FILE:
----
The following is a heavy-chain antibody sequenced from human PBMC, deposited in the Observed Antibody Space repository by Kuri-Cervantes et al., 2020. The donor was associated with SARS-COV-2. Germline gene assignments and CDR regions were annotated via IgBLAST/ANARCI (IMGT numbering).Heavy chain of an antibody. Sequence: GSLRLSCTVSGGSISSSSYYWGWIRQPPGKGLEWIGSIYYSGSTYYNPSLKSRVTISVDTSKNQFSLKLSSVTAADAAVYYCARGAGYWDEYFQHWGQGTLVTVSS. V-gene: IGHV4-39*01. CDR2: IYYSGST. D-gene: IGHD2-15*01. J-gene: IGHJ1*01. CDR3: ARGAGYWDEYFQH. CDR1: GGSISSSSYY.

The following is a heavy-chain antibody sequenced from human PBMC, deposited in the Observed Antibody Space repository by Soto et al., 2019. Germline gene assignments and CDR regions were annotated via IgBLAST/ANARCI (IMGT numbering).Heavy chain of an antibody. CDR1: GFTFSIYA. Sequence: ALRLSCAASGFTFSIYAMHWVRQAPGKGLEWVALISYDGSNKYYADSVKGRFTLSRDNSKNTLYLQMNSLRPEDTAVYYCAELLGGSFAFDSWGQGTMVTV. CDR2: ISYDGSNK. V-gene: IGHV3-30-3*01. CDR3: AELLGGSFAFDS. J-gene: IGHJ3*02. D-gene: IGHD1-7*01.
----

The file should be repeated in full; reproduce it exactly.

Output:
The following is a heavy-chain antibody sequenced from human PBMC, deposited in the Observed Antibody Space repository by Kuri-Cervantes et al., 2020. The donor was associated with SARS-COV-2. Germline gene assignments and CDR regions were annotated via IgBLAST/ANARCI (IMGT numbering).Heavy chain of an antibody. Sequence: GSLRLSCTVSGGSISSSSYYWGWIRQPPGKGLEWIGSIYYSGSTYYNPSLKSRVTISVDTSKNQFSLKLSSVTAADAAVYYCARGAGYWDEYFQHWGQGTLVTVSS. V-gene: IGHV4-39*01. CDR2: IYYSGST. D-gene: IGHD2-15*01. J-gene: IGHJ1*01. CDR3: ARGAGYWDEYFQH. CDR1: GGSISSSSYY.

The following is a heavy-chain antibody sequenced from human PBMC, deposited in the Observed Antibody Space repository by Soto et al., 2019. Germline gene assignments and CDR regions were annotated via IgBLAST/ANARCI (IMGT numbering).Heavy chain of an antibody. CDR1: GFTFSIYA. Sequence: ALRLSCAASGFTFSIYAMHWVRQAPGKGLEWVALISYDGSNKYYADSVKGRFTLSRDNSKNTLYLQMNSLRPEDTAVYYCAELLGGSFAFDSWGQGTMVTV. CDR2: ISYDGSNK. V-gene: IGHV3-30-3*01. CDR3: AELLGGSFAFDS. J-gene: IGHJ3*02. D-gene: IGHD1-7*01.